First Lines — An ‘old soul’ poem
- Published: March 15, 2020
Some children are “old souls.” A light shines out of their eyes that comes from far away, or deep inside. Other children may be drawn to these old souls, or they may fear or shun them. And the old souls may fit uneasily into the social milieu of childhood.
This month’s poem poignantly evokes the dilemma of an old soul. “Little Jane Cormac,” written by Ben Cronan of Yellow Springs, imagines a scene in which the titular Little Jane feels alone and forlorn among her peers in an art classroom. Given the chance to paint with new colors, the other children do so with high-decibel, slightly deranged gusto. Little Jane, however, remains silent and still. She is absorbed in thoughts we can’t quite know, but can intuit.
Ben is a 2013 graduate of Ohio University who has lived in the village for four years. He is a poet, fiction writer and former library assistant. Now 35, he wrote “Little Jane Cormac” when he was just 20. He was trying to understand a friend of his, he told me, by reaching back into her imagined past to discover the roots of her discomfort and loneliness.
The result is a delicate poem of empathy and friendship. If you yourself were an old soul as a child, or simply out of step with other children, you may feel yourself seen and understood by Ben’s poem.
Little Jane Cormac
“All right children,” the art teacher said,
“Today’s the day you’ve been waiting for.
“You can paint with green and with red.”
All the children dug in, excited,
Scurrying about the room, so ill-lighted,
Splashing the paint about with an energy that seemed dire,
Or energetically obtaining their desire thru trading,
And, when that didn’t work, by way of ear-grating.
But Little Jane Cormac fixed her big green eyes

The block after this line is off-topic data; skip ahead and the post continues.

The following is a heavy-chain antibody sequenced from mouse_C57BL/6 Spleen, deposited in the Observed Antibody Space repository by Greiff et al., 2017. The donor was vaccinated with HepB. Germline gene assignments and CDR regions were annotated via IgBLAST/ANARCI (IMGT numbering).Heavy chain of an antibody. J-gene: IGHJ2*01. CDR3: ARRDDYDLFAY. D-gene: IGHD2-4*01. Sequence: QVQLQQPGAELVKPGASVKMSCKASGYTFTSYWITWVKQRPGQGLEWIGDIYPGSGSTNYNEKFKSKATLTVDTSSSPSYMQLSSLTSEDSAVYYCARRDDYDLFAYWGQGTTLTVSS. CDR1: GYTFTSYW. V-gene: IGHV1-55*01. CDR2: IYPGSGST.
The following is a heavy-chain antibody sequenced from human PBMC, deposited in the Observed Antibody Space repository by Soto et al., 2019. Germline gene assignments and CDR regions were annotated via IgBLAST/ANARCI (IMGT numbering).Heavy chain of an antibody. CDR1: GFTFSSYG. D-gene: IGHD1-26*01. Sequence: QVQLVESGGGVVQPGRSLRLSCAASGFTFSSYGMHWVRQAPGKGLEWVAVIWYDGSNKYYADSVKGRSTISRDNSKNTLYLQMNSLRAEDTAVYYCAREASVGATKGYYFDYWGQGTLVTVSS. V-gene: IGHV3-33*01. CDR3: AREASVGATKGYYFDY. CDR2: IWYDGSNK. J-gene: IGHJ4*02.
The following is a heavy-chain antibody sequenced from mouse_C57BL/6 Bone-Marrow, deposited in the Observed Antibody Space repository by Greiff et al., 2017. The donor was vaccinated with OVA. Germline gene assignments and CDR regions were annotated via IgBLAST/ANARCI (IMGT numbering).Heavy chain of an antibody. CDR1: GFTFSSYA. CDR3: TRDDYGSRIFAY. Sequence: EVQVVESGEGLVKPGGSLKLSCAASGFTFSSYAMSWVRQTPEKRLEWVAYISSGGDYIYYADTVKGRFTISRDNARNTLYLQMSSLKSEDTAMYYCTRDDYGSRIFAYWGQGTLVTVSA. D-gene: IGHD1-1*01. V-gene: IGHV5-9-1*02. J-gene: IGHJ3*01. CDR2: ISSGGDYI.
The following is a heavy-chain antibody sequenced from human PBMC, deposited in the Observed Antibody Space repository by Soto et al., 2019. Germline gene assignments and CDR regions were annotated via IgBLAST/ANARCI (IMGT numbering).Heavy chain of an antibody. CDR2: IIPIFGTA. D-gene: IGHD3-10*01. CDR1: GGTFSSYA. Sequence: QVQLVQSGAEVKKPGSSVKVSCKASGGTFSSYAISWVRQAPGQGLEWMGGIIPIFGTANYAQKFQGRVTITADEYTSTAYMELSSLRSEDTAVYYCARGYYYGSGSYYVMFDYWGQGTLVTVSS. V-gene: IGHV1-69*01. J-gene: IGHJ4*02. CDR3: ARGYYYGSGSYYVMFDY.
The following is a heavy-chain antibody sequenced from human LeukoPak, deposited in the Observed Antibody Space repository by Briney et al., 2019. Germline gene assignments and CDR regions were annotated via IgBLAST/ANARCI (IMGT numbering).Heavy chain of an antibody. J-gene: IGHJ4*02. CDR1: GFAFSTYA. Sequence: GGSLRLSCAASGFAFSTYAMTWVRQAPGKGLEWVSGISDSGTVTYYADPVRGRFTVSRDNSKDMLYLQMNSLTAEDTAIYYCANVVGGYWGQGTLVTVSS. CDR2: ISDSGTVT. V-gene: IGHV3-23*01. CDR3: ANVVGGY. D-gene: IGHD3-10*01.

On a white spot of paint lacking all dyes.
Then looking at the children as they were plied,
Thought to herself, and heaved a deep sigh.
Art classrooms could or should be places of freedom, yet so often they are dense with rules and dicta. “You can paint with green and with red.” Why green? Why red? Perhaps there’s no reason, but these colors suggest “go” and “stop” — more rules! No wonder the children go a little berserk. At the same time, though, they seem utterly obedient to the game the art teacher has set in motion. The children don’t question its rules, but instead go about “energetically obtaining their desire thru trading” or, should that fail, “by way of ear-grating.”
The poem’s end-rhymes — did you hear them? — contribute to its atmosphere of controlled chaos, patterning our experience of its sounds. And they tie the poem to earlier forms, both poetic models from early last century and the enduring poems of childhood, nursery rhymes.
Little Jane, precocious, self-contained, stands apart from the fray. She seems frightened by the clamorous competition, daunted by the other children’s “energy that seemed dire.” Perhaps she’s a timid child, but it’s equally plausible that she’s an insightful one. With her “big green eyes” she sees, as the other children seem not to, the scene’s arbitrariness and conflict. She senses the coercive nature of the situation (with the children being “plied” — induced or bribed). And so she keeps her distance, inwardly.
One of my poetry teachers talks about a poem’s “center” — not its literal center, and not usually its thematic center, but some place in the poem that acts as a magnet or pivot, galvanizing or reorienting our attention. For me, the “white spot of paint lacking all dyes” is the “center” of Ben’s poem. The white spot is a place of lack, but also possibility. Difference, but freedom. And it is a place of rest or contemplation in the uproar of the art room.
There’s a tradition of the wise fool — or perhaps the old child — that “Little Jane Cormac” seems to invoke. The wise fool, like the fool in Shakespeare’s “King Lear,” is a figure of emptiness. He (or she) is marginal, without status, disregarded. Yet in all these “negative” attributes, the fool possesses a depth of insight that other characters lack.
I asked Ben if his poem was a kind of parable, and he replied that it was. “A parable of life,” he said. Life’s demands can be numerous, capricious, sometimes cruel. A child blessed or cursed with an old soul might accurately perceive this. She might sigh. Accepting the burden, or accepting the burden of not.
*This column originally appeared in the Feb. 27 issue of the News. To read other First Lines poetry columns, visit the archive page here.